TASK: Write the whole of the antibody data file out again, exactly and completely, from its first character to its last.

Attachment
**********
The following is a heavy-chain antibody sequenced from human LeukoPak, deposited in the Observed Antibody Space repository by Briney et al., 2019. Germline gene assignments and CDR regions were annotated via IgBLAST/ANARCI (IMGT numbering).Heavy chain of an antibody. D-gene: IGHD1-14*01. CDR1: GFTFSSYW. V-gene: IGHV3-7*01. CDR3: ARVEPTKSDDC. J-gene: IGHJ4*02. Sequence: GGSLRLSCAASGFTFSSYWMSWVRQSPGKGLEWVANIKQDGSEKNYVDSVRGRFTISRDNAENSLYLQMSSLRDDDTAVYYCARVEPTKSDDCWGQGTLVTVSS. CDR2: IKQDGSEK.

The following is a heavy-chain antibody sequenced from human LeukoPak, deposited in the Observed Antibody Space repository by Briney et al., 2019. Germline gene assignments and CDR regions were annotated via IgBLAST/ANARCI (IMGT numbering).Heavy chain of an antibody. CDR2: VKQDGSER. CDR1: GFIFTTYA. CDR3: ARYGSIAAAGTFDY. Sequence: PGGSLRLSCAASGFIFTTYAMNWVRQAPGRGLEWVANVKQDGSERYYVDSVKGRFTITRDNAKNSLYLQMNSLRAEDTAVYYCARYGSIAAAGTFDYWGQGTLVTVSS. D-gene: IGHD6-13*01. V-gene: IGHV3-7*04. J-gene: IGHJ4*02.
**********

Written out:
The following is a heavy-chain antibody sequenced from human LeukoPak, deposited in the Observed Antibody Space repository by Briney et al., 2019. Germline gene assignments and CDR regions were annotated via IgBLAST/ANARCI (IMGT numbering).Heavy chain of an antibody. D-gene: IGHD1-14*01. CDR1: GFTFSSYW. V-gene: IGHV3-7*01. CDR3: ARVEPTKSDDC. J-gene: IGHJ4*02. Sequence: GGSLRLSCAASGFTFSSYWMSWVRQSPGKGLEWVANIKQDGSEKNYVDSVRGRFTISRDNAENSLYLQMSSLRDDDTAVYYCARVEPTKSDDCWGQGTLVTVSS. CDR2: IKQDGSEK.

The following is a heavy-chain antibody sequenced from human LeukoPak, deposited in the Observed Antibody Space repository by Briney et al., 2019. Germline gene assignments and CDR regions were annotated via IgBLAST/ANARCI (IMGT numbering).Heavy chain of an antibody. CDR2: VKQDGSER. CDR1: GFIFTTYA. CDR3: ARYGSIAAAGTFDY. Sequence: PGGSLRLSCAASGFIFTTYAMNWVRQAPGRGLEWVANVKQDGSERYYVDSVKGRFTITRDNAKNSLYLQMNSLRAEDTAVYYCARYGSIAAAGTFDYWGQGTLVTVSS. D-gene: IGHD6-13*01. V-gene: IGHV3-7*04. J-gene: IGHJ4*02.